I also reported in 2012 that Israeli soldi were crossing the Egyptian frontier in order to stem the flow of African refugees entering Israel via the Sinai.
Fuad and Me
How do I know all this? Because until 2014, a retired Israeli general and defense minister was my most trusted source in reporting stories about Israeli national security affairs. I could not reveal his identity until, just before his death in 2016, he permitted me to do so. I am doing so here for the first time. He was Binyamin Ben-Eliezer, also known as Fuad.
Ben Eliezer had come to Israel as a young boy from Iraq, making him an unusual phenomenon in the Ashkenazi-dominated politics and military echelon of the 1950s. The ruling Labor Party, which he eventually joined, was well-known for discriminating against Arab Jewish refugees who fled their homelands. It sent them to the poorest development towns. It kidnapped their babies and performed ill-fated medical experiments on their children. It refused to accept them as members of the Ashkenazi-dominated kibbutz movement, which then provided the future generals and prime ministers and labor leaders, the nation’s elite.
Ben Eliezer rose to one of the highest ranks in the IDF, Brigadier General. Along the way, controversy dogged him as his forces were accused of massacring 250 Egyptian POWs during the 1967 War. Though he was by no means the only Israeli officer charged with permitting such war crimes.
After he retired, he entered political life in the Labor Party and rose to the highest ranks, becoming defense minister under Ariel Sharon in 2001. He was especially close politically to Barak, but after the latter lost the 2000 election to Sharon’s Likud, Labor began a slow decline. It was facilitated in large part by questionable political alliances and national unity governments orchestrated by Barak.
Ben Eliezer later drifted away from Barak’s orbit and left politics altogether in 2014. By then, he had developed kidney failure and faced corruption charges filed by Israeli police.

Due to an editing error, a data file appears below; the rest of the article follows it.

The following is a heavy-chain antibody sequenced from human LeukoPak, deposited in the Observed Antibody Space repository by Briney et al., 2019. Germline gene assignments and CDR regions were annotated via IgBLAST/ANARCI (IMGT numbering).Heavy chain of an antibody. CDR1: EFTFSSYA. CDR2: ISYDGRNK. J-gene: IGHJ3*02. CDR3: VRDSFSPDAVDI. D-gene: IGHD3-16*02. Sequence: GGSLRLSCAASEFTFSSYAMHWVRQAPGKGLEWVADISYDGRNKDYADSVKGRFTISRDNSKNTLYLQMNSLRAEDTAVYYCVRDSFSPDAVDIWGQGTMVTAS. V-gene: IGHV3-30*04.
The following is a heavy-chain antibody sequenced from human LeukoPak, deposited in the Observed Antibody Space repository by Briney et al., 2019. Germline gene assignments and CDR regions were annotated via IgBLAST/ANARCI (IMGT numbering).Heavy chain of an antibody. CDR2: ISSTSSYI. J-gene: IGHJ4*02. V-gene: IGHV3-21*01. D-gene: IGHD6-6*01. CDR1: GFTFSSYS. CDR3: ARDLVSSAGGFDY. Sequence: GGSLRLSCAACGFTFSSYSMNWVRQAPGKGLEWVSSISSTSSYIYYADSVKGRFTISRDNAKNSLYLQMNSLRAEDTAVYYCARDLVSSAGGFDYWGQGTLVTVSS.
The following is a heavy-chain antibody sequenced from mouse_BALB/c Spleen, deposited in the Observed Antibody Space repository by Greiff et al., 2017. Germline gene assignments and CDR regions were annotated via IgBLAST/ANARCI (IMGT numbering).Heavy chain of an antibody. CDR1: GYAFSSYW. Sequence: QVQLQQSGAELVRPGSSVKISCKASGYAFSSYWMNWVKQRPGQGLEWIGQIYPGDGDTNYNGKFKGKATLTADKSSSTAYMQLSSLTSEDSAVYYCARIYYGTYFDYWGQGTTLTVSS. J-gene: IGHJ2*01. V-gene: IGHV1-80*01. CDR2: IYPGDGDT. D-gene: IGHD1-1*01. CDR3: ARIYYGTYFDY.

But in the four years preceding, he offered me scores of scoops on major stories which could not be published in Israel due to judicial gag orders or military censorship. In some instances, he offered me stories only he and a few other well-placed individuals in Israel knew.
I wasn’t the only outlet he had. Fuad was an extraordinarily loquacious man. He loved to schmooze with everyone, especially reporters. He served as a source for many Israeli journalists. But I was the one who could publish the stories he knew couldn’t be told in Israel.
Among the major stories I broke through his information were Mossad and Mojahedin-e Khalq responsibility for Iranian nuclear scientist assassinations; a Mossad operation causing a massive explosion at an IRG missile base which destroyed much of its rocket program (also triggered by an MeK collaboration); a joint Mossad-Ukrainian security services extraordinary rendition of Gaza civil engineer, Dirar Abusisi, in Ukraine in 2011.
It was Fuad who came to me with the story of the first Israeli drone attack in Sinai in 2012. He also revealed to me the lies both Egypt and Israel were proffering the media about the terror attack in southern Israel mentioned above. These lies were necessitated by the fact that Israel was embarrassed by the ease with which the Sinai militants penetrated its defenses; and Egypt was embarrassed that Israeli troops penetrated its territory and killed five of its own security personnel.
Here is a recounting of some of the stories related to Israel’s campaign in the Sinai and burgeoning relationship with Egypt published before 2015, the year Kirkpatrick claims the Israeli campaign first began:
Israel’s first Sinai drone strike killed a Bedouin militant (2012)
Israel Encouraged Egyptian Military Coup and urged generals not to negotiate away their power in its aftermath (2013)
Returning to my relationship with Fuad, though he was very much a member of the Israeli élite, he also considered himself somewhat of an outsider as a Mizrahi from the “periphery.” He never achieved the ‘golden ring.’ Never became leader of the Labor Party (except for a brief transitional stint) or prime minister.
But he was a true liberal. He believed that secrets could be toxic, and used the means he had to expose the ones that shouldn’t be secret. He was not a whistleblower or dissident in the classic sense. He was an Israeli patriot. Many of the stories he told me were meant to buttress Israeli security interests and tout the skills and successes of its forces.
His interests sometimes diverged from mine, and I always noted when I disagreed with his perspective on why a story was important. Despite our different interests as journalist and source, Fuad understood and accepted the difference. Unlike some Israeli sources, he did not quarrel if I criticized the motives for some of the Israeli security operations he revealed to me.